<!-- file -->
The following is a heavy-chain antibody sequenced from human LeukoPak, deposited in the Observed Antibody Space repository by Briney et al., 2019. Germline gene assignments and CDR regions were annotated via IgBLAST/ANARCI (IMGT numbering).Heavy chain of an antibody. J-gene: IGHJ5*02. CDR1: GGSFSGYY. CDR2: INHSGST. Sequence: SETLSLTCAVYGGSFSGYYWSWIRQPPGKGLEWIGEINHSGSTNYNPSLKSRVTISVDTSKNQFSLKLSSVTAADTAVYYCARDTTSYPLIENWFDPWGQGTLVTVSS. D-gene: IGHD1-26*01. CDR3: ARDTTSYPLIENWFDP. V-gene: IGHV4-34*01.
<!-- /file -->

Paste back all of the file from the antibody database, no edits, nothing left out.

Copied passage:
The following is a heavy-chain antibody sequenced from human LeukoPak, deposited in the Observed Antibody Space repository by Briney et al., 2019. Germline gene assignments and CDR regions were annotated via IgBLAST/ANARCI (IMGT numbering).Heavy chain of an antibody. J-gene: IGHJ5*02. CDR1: GGSFSGYY. CDR2: INHSGST. Sequence: SETLSLTCAVYGGSFSGYYWSWIRQPPGKGLEWIGEINHSGSTNYNPSLKSRVTISVDTSKNQFSLKLSSVTAADTAVYYCARDTTSYPLIENWFDPWGQGTLVTVSS. D-gene: IGHD1-26*01. CDR3: ARDTTSYPLIENWFDP. V-gene: IGHV4-34*01.